THE HAGUE, Netherlands—18 July 2022—The Steering Committee of the Organisation for the Prohibition of Chemical Weapons’ (OPCW) Programme to Strengthen Cooperation with Africa on the Chemical Weapons Convention (Africa Programme) held its fifth progress review meeting online on 24 June 2022.
In attendance were 43 participants, including Committee members, observers, the Director-General of the OPCW, Ambassador Fernando Arias, the Deputy Director-General, Odette Melono, and Technical Secretariat staff.
In his opening remarks, the OPCW Director-General, Ambassador Fernando Arias, emphasised the unwavering commitment of the OPCW’s Technical Secretariat to the needs of African Member States through the Africa Programme and highlighted that the OPCW has “stepped up the delivery of our training activities to meet needs and priorities of the African Member States.”
The Director-General also commended the progress achieved in the consultation process launched in March this year by the Technical Secretariat and African Member States in preparation for the Sixth Phase of the Programme (2023-2025).
The Permanent Representative of the Republic of Cameroon to the OPCW and Chairperson of the Steering Committee, H.E. Ambassador Madeleine Liguemoh Ondoua, expressed her satisfaction to see the Programme “continue promoting the collaboration between the OPCW Technical Secretariat and the African Member States, in the framework of the effective implementation of the Africa Programme”. Greeting the participants, Ambassador Ondoua extended a special welcomed to Canada as it joined the Committee as a new observer.
The OPCW Deputy Director-General, Odette Melono, moderated the Technical Secretariat’s briefing to the Committee that included a presentation by the Acting Director of the International Cooperation and Assistance Division and his team on the progress made in the implementation of the Programme since the Committee’s last meeting. During this period, the Technical Secretariat had delivered 33 capacity building activities, addressing the eight objectives of the Programme. These activities benefitted 673 participants from 38 African Member States. The Secretariat also briefed the Committee on developments in the preparations for the Sixth Phase of the Programme, including the results of the needs assessment survey conducted between March and April 2022. Noting the survey’s outcomes and the objectives it has identified for the next cycle of the Programme, the Committee expressed its satisfaction at the progress and expressed their support for the next steps of the consultations.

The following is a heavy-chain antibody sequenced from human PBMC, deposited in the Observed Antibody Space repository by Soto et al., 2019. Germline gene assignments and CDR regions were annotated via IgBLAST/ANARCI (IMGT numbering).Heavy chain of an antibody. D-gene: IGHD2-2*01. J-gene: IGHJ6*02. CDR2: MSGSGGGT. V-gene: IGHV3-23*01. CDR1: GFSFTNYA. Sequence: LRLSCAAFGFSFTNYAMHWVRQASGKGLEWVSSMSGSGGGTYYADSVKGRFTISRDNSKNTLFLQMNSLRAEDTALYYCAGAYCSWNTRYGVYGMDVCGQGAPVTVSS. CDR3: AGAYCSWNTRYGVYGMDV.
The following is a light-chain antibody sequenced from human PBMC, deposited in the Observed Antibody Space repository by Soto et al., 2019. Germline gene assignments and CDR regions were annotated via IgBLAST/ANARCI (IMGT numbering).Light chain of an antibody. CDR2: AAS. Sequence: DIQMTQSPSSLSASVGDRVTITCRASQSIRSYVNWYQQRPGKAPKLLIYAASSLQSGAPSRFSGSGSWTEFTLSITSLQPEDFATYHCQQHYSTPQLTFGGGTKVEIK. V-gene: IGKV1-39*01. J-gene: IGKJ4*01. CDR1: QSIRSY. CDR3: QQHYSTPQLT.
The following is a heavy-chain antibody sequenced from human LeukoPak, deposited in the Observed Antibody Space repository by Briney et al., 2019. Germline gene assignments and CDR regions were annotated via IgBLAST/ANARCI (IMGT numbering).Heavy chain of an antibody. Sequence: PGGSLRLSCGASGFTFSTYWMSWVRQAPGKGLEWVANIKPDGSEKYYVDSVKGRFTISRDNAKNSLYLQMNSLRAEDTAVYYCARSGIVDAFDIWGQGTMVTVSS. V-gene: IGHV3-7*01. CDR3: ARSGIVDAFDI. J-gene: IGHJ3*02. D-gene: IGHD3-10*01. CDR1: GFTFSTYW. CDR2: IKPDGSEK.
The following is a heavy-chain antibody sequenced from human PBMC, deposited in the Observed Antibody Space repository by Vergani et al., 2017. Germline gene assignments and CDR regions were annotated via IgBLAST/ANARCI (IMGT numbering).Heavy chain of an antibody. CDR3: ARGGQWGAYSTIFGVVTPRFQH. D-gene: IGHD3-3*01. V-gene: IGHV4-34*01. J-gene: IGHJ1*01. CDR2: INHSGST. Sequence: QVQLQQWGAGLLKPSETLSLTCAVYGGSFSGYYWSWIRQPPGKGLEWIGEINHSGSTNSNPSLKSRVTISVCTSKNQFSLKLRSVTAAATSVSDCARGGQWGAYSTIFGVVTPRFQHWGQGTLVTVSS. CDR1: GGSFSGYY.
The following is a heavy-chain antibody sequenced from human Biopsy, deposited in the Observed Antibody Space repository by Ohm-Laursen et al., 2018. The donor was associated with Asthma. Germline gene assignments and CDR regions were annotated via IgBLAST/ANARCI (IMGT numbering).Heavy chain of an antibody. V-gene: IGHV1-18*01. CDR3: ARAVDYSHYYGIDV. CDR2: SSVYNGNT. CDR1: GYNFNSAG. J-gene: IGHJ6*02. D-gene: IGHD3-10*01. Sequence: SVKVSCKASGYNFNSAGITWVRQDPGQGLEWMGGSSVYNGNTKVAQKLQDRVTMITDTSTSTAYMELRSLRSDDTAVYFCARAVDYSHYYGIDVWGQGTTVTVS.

The Steering Committee and its observers commended the Director-General and Technical Secretariat on the progress achieved. The Committee also expressed gratitude to donors and partners for their support to the Programme.
The delegations of Algeria, Ghana, Kenya, Morocco, and South Africa noted their appreciation of the implementation so far and highlighted the ongoing initiatives they support, as both partners and beneficiaries of the Programme. The delegations of Canada, Germany, and the United Kingdom also underscored their support to the Programme and commitment to its continued success.
The Programme to Strengthen Cooperation with Africa on the Chemical Weapons Convention — known as the Africa Programme — focuses on the needs of OPCW Member States on the continent, including the promotion of uses of chemistry for peaceful purposes to support a safe and secure Africa.
The Africa Programme is structured in three-year planning phases and has completed four phases since its inception. The Fifth Phase was launched in January 2020 and covers the period 2020-2022. The design of this phase is based on a needs assessment and inclusive consultations with African Member States.
The Committee’s membership for 2022 includes: Algeria, Angola, Cameroon, Chad, Ghana, Kenya, Morocco, Rwanda, Senegal, and South Africa. Canada, Czechia, France, Germany, Switzerland, the United Kingdom, the United States, and the European Union hold observer status.
The Africa Programme is funded through OPCW’s regular budget. In addition, it receives voluntary contributions of OPCW Member States.
As the implementing body for the Chemical Weapons Convention, the OPCW, with its 193 Member States, oversees the global endeavour to permanently eliminate chemical weapons. Since the Convention’s entry into force in 1997, it is the most successful disarmament treaty eliminating an entire class of weapons of mass destruction.
Over 99% of all declared chemical weapon stockpiles have been destroyed under OPCW verification. For its extensive efforts in eliminating chemical weapons, the OPCW received the 2013 Nobel Peace Prize.